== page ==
My Teaching Philosophy – Part Two
It might come as a surprise to hear that teaching piano has a lot more to do with hard-to-quantify personal skills than it does with actually being able to play the piano (this was certainly a surprise to me when I started teaching!). Only about 40% of my teaching life involves my ability to play the piano and read music. The other 60% is about working with people’s self-perceptions, their emotions, and their relationships to ideas of failure, success, and competence – some pretty big stuff that might seem to be outside a piano teacher’s realm of expertise. But it shouldn’t be. There’s going to be a lot of failure (yes, that’s the f-word I’m talking about) in learning a musical instrument, and whether students respond to that with curiosity or devastation is partly up to me. That’s why I decided to dedicate an entire blog post to failure and how it can be an asset, depending how you think about it.
The best way I can encourage my students to use failure as a tool is by helping them to foster a growth mindset, which is the idea that intelligence and ability aren’t fixed qualities, and can be developed through effort. This may sound like an obvious statement, but especially in the musical world, the idea of “talent” as a fixed quantity of ability is pervasive and destructive. The idea of “you either have it or you don’t” leads to students trying to prove themselves and achieve validation of their current abilities rather than focussing on actually learning.
Learning anything involves a huge amount of failure. Within a growth mindset, failure can be viewed with curiosity – as a source of information about what’s happening and what could be done differently next time. With a fixed-ability mindset, failure becomes a very high-stakes affair – students see each setback as confirmation that they simply don’t have what it takes, which leads to them avoiding failure at all costs – making it difficult to ever learn anything new.
Worse, if someone gets labelled as “not talented” or “lacking ability”, the fixed-ability mindset as doesn’t give them any options for improvement, leaving them with a lack of self-confidence and often a sense of loss. The number of adults I’ve met who tell me they would love to pursue music, but don’t, simply because they don’t believe they have enough “talent” to do so, is staggering and truly sad. This is part of the reason why I have an allergic reaction to the word “talent”, but perhaps that’s an entirely different blog post. If you’re interested, here’s a good summary (and a cool infographic) about growth mindset theory.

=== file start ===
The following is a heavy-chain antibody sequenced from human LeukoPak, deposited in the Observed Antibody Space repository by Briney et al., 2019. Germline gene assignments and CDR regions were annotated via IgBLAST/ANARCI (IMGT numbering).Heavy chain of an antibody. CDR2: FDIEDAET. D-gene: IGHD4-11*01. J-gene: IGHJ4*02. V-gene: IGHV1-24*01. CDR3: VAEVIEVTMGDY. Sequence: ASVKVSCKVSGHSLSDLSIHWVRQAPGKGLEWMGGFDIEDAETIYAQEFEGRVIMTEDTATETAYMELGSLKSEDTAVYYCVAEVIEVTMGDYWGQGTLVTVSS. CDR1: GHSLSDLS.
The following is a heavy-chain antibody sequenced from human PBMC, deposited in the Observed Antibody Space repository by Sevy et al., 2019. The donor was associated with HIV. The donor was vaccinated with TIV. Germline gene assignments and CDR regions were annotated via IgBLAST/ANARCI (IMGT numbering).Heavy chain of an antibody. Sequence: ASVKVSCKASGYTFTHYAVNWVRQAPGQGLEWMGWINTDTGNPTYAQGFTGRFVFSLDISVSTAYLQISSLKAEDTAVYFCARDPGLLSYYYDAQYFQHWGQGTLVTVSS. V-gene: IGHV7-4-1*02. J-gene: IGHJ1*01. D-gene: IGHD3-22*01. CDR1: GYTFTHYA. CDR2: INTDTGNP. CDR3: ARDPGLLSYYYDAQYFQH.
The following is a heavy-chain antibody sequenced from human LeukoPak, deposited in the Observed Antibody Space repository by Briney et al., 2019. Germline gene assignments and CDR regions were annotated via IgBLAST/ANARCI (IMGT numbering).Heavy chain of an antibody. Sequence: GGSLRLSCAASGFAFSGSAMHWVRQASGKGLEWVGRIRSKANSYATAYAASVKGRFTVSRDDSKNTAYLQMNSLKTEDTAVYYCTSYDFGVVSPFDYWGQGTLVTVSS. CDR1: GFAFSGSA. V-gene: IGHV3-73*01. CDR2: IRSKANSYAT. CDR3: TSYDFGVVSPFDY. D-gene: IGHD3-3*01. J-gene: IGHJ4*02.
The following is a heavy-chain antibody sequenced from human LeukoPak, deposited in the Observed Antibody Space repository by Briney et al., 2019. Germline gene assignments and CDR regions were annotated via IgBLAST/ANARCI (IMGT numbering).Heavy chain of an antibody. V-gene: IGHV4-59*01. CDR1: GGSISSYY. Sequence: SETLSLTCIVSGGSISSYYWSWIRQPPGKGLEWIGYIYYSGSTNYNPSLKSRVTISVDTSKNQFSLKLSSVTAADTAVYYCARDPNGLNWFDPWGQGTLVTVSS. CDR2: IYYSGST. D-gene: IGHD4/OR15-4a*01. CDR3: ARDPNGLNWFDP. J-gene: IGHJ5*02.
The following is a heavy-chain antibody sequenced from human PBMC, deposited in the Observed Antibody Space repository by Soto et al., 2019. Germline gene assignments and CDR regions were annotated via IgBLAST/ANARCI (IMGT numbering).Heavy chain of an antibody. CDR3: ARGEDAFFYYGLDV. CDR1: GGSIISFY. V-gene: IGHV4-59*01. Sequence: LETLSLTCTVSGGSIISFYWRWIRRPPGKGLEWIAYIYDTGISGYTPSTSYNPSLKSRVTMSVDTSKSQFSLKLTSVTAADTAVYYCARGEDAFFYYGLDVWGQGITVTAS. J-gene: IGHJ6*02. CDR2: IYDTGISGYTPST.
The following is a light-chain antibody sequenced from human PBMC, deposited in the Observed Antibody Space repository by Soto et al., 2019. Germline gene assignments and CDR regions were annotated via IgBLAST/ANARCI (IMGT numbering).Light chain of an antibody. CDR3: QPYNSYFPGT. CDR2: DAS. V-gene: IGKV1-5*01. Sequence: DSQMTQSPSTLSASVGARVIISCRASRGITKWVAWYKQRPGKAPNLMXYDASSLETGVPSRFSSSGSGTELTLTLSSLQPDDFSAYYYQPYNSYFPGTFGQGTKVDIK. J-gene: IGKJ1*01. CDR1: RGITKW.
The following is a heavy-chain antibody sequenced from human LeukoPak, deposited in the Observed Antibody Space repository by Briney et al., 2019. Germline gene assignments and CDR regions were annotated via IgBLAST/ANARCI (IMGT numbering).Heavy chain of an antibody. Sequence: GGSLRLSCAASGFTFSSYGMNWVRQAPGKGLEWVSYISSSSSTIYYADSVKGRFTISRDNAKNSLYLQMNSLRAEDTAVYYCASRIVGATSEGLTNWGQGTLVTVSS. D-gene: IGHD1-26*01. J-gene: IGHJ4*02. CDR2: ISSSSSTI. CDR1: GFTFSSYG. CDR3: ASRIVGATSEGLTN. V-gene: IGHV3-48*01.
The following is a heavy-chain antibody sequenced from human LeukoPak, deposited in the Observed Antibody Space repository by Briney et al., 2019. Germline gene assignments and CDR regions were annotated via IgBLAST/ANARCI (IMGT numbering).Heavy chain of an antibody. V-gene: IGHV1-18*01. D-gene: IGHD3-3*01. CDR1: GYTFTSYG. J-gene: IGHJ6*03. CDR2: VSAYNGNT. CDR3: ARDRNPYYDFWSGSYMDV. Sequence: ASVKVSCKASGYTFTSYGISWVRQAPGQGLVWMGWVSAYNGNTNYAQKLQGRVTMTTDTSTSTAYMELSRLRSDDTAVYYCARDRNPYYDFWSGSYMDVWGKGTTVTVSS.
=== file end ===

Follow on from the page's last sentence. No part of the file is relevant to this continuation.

There are a few ways I cultivate a growth mindset in my students. One of the biggest things I do is use my relationship with my students to create an environment in which it’s okay to fail at stuff.
Having a staunch belief in their potential helps a lot with this. If students feel like I believe in them in the big picture, they’re more willing to make mistakes than if they feel like I’m judging their whole ability as a musician based on every single little mistake they make. Creating an environment where students can make mistakes saves a huge amount of time and angst – if they feel like they can’t mess up, they become apologetic, or defensive, or unreceptive to any feedback, which takes a lot of time and energy and blocks progress. But if I can convince them that no matter how egregious or frequent their mistakes, I still believe in them as a musician and as a person, it frees them up to make the necessary mistakes, hear the necessary feedback, and feel taught rather than judged.
Something that helps with creating that kind of environment is being factual and objective, rather than emotive, about what’s happening. If a student sits down to play, mistakes are rife, and they stop and say in frustration, “This is going terribly. This is awful. I can’t do it”, I try not to engage in that kind of conversation. Instead I’ll ask objective questions like “Where does your left hand go? Was it too high or too low just then?” Mistakes are information, and information is a good thing. There’s a fantastic article over on the Bulletproof Musician blog about the effectiveness of using objective, factual feedback rather than lots of positives or negatives – something I’m definitely trying to remember as I teach!
Having said that, I still want to reinforce positive behavior, and in cultivating a growth mindset, one of the most positive behaviors is effort. Whether things are going well or not, I notice and value the effort the student has put in. I’m careful not to say, “You’re a natural at this” – I reference their effort instead. “You can definitely read this music – you worked so hard on the note flashcards!” or “The piece is coming along so well – look at the results of all your practice!”
Finally, I need to make sure I model this kind of behavior to my students. I try to be open with them about the fact that I’m constantly learning, that I have to work quite hard and consistently to do the things I do (I’m not a good teacher or competent musician because of “talent”) and most of all, that I fail at stuff on a regular basis. I’ve had everything from garden-variety disappointment in my playing to excruciatingly public memory slips and terrible performances. The last time I failed at something musical was probably the last time I sat down at a piano. But that’s okay – failure is valuable information. Hopefully, they’ll see that I’m a success not in spite of my failures, but rather because of them, and that failure is, strangely, a kind of success for them, too.